Red-bellied tamarins, also known as white-lipped tamarins, are mostly dark brown in colour with red marks on their belly and chest and a white “moustache” around the nose and mouth. They are monomorphic, with all individuals looking alike. They are relatively small primates from the New World monkeys. They are diurnal animals and live in social groups of 4-15 individuals but usually consisting between 2 and 8. The group itself is made up of a breeding male and breeding female, along with their offspring and other male helpers. In the wild this species is known to form associations with other callitrichids such as Goeldi’s monkeys. This gives both species a stronger defence of their home-range. It equally ensures there is no competition of nesting sites or food as both species mainly forage in different forest layers.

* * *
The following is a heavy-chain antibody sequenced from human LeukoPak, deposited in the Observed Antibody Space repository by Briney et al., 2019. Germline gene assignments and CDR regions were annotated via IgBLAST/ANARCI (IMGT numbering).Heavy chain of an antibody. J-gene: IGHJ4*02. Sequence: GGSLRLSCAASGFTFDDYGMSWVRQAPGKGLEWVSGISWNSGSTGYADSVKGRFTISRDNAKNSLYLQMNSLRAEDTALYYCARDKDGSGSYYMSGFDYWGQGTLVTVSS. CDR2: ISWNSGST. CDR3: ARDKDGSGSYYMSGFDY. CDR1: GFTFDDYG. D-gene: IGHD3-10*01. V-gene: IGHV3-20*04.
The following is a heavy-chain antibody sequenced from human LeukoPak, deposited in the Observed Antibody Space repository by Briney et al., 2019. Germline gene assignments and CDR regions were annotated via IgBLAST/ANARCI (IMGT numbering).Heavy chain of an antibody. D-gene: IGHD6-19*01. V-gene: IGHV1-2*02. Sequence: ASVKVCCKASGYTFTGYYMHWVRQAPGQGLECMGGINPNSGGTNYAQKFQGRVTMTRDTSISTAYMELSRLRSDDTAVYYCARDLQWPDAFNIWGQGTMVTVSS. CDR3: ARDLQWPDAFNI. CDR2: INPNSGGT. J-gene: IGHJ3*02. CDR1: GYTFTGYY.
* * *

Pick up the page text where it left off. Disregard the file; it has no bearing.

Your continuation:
They are a monogamous species with all juveniles in the group coming from the breeding pair. Helper individuals may leave the group during an intergroup encounter in order to become a breeder. They generally mate in spring and after a gestation period of 160 days before giving birth to 1 or 2 offspring. After 1 to 2 years the juveniles become independent.
There is no evidence for any major threats but forest destruction and fragmentation may have negative impacts on some of its range.